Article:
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Winter clothing is a question I get asked very often on Instagram. One which is difficult to answer. There are many combinations of clothing and opinions opinions vary from person to person. My findings have come from trial and error, and paddling in temperatures lower than -20C as well as cold water rolling practise in temperatures down to -15C (air temperature). I use different layers of different materials and different functions, beginning with the base layer.

N.B.  A drysuit merely keeps you dry, it is the correct combination of layers underneath that keeps you warm.


Base Layer

As some will say the most important layer, Im have to agree that getting this layer right is very important.

Being next to your skin, you want to have comfort and non irritable materials, wicking properties is often mentioned which is of course important, but sweating in very low temperatures has never been a problem for me. All the same, better safe than sorry. Merino wool is the choice of many including myself and my first layer is of Merino wool socks, pants and a top. Non itching, good insulation, quick drying as well as wicking properties makes this an ideal base layer. There are many types, like those on the left and the mesh type on the right. I use a combination with a minimum of 80% wool and 20% nylon.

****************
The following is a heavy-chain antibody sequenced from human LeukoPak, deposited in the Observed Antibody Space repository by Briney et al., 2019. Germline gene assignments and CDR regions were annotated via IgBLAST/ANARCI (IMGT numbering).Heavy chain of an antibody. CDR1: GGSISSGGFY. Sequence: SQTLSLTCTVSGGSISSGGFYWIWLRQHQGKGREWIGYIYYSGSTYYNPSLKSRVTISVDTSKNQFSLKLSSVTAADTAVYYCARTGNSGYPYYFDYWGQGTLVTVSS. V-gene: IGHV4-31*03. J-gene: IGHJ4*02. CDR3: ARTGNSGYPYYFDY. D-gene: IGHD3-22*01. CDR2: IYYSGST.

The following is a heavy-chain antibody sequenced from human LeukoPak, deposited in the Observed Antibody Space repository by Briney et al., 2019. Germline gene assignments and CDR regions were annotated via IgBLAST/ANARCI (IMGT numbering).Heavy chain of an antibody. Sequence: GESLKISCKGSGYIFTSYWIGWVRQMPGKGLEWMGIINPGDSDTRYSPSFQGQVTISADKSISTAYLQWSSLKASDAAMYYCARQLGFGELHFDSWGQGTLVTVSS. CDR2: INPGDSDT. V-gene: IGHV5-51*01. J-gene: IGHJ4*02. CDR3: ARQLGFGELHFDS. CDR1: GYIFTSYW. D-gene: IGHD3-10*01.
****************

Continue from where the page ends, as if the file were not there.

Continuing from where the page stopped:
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Middle Layer

The second or middle layer that I use has worked for me on many a cold day. Again the material needs to have quick drying properties as well as warmth and comfort. Firstly I use ''Thermal,''  training tights for my lower body, with the emphasis on thermal, as normal training tights tend to cool you down, not ideal whilst paddling in winter. The advantages of compression clothing are debatable, but one advantage is improved blood circulation and less muscle fatigue, a very important factor when you maybe sitting in your kayak for hours at a time. I use a compression top all year round, thermal in winter and normal on warmer days, which definetly ease pain and fatigue in my shoulder muscles over a long journey. In addition I add a second pair of high thick wool socks over the tights.

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Third layer

Lastly before putting on the dry suit, the third layer I use is fleece clothing, either a one piece or two piece. Use a sport specific type fleece and not the ''Onsie,'' type which are made for home comfort only. If the  temperatures are very low I add a second >Merino wool jumper under my fleece.

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Outer layer/drysuit

Last but not least, a quality drysuit will keep you dry but in addition to the outer layer we have a bouyancy aid, gloves, footwear and hat. There are many types of bouyancy aid. My prefered type for extra warmth is a high cut touring PFD as opposed to the typical river jacket which is low cut. A high cut covers more of your body with the inner material that aids in flotation but it is also a great insulator.